A different kind of hunting dog, the American foxhound was bred, as his name suggests, to run foxes to ground. While they are still used in traditional foxhunts, complete with bugles and horses, foxhounds have also found a calling hunting deer. Not as popular as some of the other hunting breeds mentioned in this article, foxhounds share many of the qualities of all of them. They are loving family companions and usually get along well with other pets, especially other dogs. They are bred to run for long distances so they will need regular exercise and make great jogging companions. Like the beagle, they are single-minded when they catch a scent and can be quite vocal so keep that in mind if you live in tight quarters with lots of neighbors. Their keen sense of smell can also get them into trouble if their enclosure is not secure enough to prevent escape.
This article is by no means a comprehensive list of good hunting dog breeds. As mentioned before there are hundreds of breeds and types to choose from, each one uniquely suited to a specific prey, terrain or hunting personality. There are as many hunting breeds as there are types of prey. This article focused on the more popular breeds and hunting types, but there are hunting dogs for large game, vermin, raccoons, etc. Obviously if you are hunting boar or mountain lion, you are not going to choose a Beagle or a Springer Spaniel. If you are looking for a good hunting dog, do your research. Think about what type of hunting you will be doing, whether extremely specialized or all-encompassing, and what other traits you want from your dog. Ask other hunters for their experiences with different breeds. Most importantly, understand that even though each breed has specific characteristics, each dog has a unique personality that may make him more or less suited to your requirements.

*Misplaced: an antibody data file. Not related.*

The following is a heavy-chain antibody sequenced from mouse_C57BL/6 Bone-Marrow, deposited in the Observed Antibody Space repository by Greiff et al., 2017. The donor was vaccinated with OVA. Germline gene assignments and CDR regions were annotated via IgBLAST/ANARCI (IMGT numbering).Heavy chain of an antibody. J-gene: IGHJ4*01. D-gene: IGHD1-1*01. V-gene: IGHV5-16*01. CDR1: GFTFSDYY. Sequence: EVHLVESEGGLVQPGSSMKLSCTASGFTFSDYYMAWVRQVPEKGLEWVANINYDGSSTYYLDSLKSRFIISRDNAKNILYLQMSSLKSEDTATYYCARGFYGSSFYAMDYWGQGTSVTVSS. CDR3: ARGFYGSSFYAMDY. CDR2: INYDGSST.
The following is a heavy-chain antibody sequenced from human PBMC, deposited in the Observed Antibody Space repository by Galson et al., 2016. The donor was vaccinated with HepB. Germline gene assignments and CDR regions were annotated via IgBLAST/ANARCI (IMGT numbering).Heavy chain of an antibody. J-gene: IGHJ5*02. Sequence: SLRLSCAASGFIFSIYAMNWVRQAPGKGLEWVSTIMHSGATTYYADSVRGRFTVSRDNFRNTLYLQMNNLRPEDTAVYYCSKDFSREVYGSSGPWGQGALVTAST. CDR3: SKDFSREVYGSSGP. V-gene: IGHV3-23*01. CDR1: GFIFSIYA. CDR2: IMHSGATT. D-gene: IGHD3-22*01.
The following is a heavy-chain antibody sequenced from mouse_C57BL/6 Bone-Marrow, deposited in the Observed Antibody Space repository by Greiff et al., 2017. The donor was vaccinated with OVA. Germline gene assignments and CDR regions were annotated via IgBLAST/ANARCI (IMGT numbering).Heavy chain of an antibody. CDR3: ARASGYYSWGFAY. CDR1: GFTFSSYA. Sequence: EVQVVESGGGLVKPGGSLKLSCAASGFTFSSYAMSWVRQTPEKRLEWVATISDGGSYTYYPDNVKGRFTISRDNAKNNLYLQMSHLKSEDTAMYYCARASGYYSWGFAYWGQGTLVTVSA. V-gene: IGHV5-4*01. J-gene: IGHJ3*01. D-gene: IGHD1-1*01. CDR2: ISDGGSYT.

Name: Sarah Robinson
Author bio:Dr Sarah Robinson attended veterinary school at Oklahoma State University receiving a D.V.M. in 2008. Sarah’s longtime interest is to help people to better communicate with their pet companions, and in doing so, to help them to strengthen their relationships with their dogs and cats.